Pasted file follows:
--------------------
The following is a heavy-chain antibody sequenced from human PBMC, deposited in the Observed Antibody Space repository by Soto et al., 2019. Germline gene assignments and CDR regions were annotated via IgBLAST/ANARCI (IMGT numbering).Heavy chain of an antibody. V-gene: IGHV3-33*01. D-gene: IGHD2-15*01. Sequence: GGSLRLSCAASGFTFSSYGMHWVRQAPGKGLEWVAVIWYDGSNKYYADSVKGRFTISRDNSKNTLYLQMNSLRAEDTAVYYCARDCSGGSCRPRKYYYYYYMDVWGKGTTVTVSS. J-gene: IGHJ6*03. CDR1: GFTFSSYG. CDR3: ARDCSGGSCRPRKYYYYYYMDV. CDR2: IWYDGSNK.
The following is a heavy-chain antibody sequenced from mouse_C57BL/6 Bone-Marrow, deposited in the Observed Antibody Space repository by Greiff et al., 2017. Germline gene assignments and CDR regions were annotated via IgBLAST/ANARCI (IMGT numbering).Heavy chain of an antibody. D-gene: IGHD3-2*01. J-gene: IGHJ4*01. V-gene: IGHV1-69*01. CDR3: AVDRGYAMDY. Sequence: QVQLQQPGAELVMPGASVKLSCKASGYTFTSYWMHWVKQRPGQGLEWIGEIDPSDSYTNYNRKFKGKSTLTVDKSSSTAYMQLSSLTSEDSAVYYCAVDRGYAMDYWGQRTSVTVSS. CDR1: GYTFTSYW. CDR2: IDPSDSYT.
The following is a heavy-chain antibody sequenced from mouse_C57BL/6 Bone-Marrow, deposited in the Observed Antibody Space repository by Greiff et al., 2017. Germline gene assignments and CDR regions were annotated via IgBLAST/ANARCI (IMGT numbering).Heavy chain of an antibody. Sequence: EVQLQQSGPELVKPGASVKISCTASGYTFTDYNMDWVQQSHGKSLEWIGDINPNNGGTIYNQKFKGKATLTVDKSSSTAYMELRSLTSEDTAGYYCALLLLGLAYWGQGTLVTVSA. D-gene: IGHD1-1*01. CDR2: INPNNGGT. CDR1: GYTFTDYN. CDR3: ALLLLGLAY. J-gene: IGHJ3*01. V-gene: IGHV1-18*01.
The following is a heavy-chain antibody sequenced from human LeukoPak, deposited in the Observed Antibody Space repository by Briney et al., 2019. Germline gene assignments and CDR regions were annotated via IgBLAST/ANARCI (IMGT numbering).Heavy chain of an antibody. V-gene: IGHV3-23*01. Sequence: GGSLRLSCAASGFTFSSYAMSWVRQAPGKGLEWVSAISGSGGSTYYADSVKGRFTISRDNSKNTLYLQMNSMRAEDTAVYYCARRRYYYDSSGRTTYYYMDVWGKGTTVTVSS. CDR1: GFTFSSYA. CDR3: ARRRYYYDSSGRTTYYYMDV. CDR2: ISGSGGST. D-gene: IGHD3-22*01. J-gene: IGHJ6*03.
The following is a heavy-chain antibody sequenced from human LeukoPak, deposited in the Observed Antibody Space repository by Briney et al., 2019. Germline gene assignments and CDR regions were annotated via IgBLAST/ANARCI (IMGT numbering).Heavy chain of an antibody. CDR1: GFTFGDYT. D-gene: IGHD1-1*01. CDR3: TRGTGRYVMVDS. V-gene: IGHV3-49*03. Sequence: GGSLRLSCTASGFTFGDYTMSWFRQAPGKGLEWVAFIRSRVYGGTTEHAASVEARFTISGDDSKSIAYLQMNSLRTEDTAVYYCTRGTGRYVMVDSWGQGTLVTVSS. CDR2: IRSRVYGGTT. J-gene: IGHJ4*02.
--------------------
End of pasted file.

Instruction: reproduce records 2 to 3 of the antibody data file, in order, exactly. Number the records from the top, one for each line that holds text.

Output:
The following is a heavy-chain antibody sequenced from mouse_C57BL/6 Bone-Marrow, deposited in the Observed Antibody Space repository by Greiff et al., 2017. Germline gene assignments and CDR regions were annotated via IgBLAST/ANARCI (IMGT numbering).Heavy chain of an antibody. D-gene: IGHD3-2*01. J-gene: IGHJ4*01. V-gene: IGHV1-69*01. CDR3: AVDRGYAMDY. Sequence: QVQLQQPGAELVMPGASVKLSCKASGYTFTSYWMHWVKQRPGQGLEWIGEIDPSDSYTNYNRKFKGKSTLTVDKSSSTAYMQLSSLTSEDSAVYYCAVDRGYAMDYWGQRTSVTVSS. CDR1: GYTFTSYW. CDR2: IDPSDSYT.
The following is a heavy-chain antibody sequenced from mouse_C57BL/6 Bone-Marrow, deposited in the Observed Antibody Space repository by Greiff et al., 2017. Germline gene assignments and CDR regions were annotated via IgBLAST/ANARCI (IMGT numbering).Heavy chain of an antibody. Sequence: EVQLQQSGPELVKPGASVKISCTASGYTFTDYNMDWVQQSHGKSLEWIGDINPNNGGTIYNQKFKGKATLTVDKSSSTAYMELRSLTSEDTAGYYCALLLLGLAYWGQGTLVTVSA. D-gene: IGHD1-1*01. CDR2: INPNNGGT. CDR1: GYTFTDYN. CDR3: ALLLLGLAY. J-gene: IGHJ3*01. V-gene: IGHV1-18*01.